Historic field trip

Published 12:00 am Friday, February 8, 2008

The Selma Times-Journal

Curious, wide-eyed, and playful, several hundred children from the Black Belt came to soak in black history Wednesday on a walking tour that spanned much of the downtown area.

Passersby watched security as cones were set, blocking off traffic so the fourth-grade students could walk the streets.

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The intersection of Broad Street and Water Avenue was blocked off as buses came in with students, who talked excitedly as they waited.

Joann Bland, who led the march across the bridge, read a brief history and instructed the students to walk with their heads and chests high.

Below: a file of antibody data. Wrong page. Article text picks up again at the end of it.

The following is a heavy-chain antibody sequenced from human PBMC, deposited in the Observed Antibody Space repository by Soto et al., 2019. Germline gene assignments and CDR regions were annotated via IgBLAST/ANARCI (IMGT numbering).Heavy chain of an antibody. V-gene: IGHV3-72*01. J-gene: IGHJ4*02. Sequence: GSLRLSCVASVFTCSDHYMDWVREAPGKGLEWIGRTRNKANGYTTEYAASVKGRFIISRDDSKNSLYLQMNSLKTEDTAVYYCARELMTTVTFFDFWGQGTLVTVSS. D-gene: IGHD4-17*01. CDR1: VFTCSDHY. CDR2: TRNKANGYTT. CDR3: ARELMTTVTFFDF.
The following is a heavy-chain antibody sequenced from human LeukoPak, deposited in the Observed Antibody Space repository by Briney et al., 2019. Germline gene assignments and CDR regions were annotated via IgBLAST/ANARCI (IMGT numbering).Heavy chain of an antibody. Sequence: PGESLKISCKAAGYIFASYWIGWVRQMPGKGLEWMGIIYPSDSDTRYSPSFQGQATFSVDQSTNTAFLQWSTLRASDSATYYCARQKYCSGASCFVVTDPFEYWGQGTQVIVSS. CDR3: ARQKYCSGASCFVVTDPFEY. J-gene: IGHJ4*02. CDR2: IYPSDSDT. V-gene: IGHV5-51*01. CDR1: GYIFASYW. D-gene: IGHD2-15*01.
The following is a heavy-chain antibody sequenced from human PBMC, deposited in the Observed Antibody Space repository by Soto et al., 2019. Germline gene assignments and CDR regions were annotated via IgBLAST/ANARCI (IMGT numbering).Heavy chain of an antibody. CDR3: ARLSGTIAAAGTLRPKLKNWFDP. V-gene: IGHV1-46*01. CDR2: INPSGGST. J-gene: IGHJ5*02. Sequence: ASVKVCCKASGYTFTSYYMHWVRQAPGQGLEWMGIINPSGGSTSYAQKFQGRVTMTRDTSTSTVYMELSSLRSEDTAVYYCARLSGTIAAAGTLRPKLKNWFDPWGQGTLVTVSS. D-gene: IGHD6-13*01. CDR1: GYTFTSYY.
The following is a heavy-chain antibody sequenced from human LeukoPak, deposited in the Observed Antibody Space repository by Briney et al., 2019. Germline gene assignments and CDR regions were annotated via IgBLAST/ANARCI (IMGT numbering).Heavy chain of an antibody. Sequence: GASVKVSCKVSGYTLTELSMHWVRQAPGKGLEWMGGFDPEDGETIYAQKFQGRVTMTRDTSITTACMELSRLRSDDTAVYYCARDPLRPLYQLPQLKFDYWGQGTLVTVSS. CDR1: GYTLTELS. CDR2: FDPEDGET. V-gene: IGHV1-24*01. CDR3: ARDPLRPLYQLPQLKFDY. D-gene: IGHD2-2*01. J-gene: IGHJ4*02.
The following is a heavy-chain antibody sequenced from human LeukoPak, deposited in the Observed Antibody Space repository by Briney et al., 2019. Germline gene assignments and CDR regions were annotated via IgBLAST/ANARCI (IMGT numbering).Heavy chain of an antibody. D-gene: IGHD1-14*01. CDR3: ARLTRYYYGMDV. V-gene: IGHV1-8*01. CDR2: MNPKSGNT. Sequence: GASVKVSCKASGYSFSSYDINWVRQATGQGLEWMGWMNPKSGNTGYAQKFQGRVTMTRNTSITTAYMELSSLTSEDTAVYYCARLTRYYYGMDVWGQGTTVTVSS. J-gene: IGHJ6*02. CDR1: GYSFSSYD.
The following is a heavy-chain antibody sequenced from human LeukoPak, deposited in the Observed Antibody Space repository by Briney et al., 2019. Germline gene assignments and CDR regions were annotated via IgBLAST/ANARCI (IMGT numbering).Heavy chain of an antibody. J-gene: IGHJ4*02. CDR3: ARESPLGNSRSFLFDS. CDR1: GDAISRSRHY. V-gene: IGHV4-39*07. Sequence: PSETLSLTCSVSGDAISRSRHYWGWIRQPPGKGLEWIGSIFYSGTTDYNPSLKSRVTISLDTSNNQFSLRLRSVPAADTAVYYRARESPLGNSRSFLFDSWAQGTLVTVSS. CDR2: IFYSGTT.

Coordinators of the expedition stood watching as traffic was blocked across all four lanes on the bridge so the children could walk across. &8220;You never know,&8221; Bland said. &8220;You can never be too careful with the children.&8221;

The children lined up two-by-two, linked arms, and began their march, singing &8220;Freedom.&8221;

Fourth grade teacher Erica Woods said this was the first time her school, Albert Turner Elementary in Marion, had taken the trip. From that school, 88 students came. &8220;There&8217;s a whole heap of us,&8221; she said.

The total number of students was reported to be more than 800. The students came from Wilcox, Perry, and Lowndes counties.

The tour included visits to the Brown Chapel AME Church, the Old Depot Museum, the National Voting Rights Museum, and a walk across the bridge.

Another group of students, this time from Selma City Schools, will have the tour today.